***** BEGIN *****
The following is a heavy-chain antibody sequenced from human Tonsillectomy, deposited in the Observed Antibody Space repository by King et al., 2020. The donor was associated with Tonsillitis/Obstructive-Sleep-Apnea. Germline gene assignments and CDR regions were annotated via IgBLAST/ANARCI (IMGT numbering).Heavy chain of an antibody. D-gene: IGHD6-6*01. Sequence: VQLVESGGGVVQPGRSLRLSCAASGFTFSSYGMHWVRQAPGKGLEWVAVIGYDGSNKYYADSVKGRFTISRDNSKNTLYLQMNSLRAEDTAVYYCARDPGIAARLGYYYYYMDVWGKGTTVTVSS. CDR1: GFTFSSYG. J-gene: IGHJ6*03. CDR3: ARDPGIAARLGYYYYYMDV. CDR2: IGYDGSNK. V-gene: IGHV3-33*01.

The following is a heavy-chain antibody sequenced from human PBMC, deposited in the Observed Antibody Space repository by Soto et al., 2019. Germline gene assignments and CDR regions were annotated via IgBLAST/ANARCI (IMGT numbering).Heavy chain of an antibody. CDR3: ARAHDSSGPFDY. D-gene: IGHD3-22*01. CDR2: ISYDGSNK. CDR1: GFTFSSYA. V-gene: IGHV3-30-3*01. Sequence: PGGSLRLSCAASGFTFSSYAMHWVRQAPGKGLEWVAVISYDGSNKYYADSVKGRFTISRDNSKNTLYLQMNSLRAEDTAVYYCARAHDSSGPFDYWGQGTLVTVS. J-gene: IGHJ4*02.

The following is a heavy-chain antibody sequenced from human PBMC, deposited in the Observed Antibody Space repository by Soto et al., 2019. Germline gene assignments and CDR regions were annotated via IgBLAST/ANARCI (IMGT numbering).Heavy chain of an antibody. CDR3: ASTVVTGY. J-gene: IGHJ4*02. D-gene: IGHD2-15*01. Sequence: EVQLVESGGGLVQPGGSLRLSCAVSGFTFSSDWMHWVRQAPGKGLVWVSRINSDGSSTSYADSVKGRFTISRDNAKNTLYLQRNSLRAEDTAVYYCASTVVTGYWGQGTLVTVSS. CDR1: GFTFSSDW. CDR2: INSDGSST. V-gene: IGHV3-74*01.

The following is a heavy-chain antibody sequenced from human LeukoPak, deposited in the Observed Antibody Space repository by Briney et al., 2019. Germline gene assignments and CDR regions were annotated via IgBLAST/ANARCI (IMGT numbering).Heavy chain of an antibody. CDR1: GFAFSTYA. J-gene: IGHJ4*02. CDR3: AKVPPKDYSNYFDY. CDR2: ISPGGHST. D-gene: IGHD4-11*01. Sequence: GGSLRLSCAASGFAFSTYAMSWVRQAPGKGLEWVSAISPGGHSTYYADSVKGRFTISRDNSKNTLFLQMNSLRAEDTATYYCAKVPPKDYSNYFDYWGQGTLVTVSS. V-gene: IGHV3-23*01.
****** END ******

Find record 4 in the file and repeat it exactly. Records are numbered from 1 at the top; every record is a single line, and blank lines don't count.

The following is a heavy-chain antibody sequenced from human LeukoPak, deposited in the Observed Antibody Space repository by Briney et al., 2019. Germline gene assignments and CDR regions were annotated via IgBLAST/ANARCI (IMGT numbering).Heavy chain of an antibody. CDR1: GFAFSTYA. J-gene: IGHJ4*02. CDR3: AKVPPKDYSNYFDY. CDR2: ISPGGHST. D-gene: IGHD4-11*01. Sequence: GGSLRLSCAASGFAFSTYAMSWVRQAPGKGLEWVSAISPGGHSTYYADSVKGRFTISRDNSKNTLFLQMNSLRAEDTATYYCAKVPPKDYSNYFDYWGQGTLVTVSS. V-gene: IGHV3-23*01.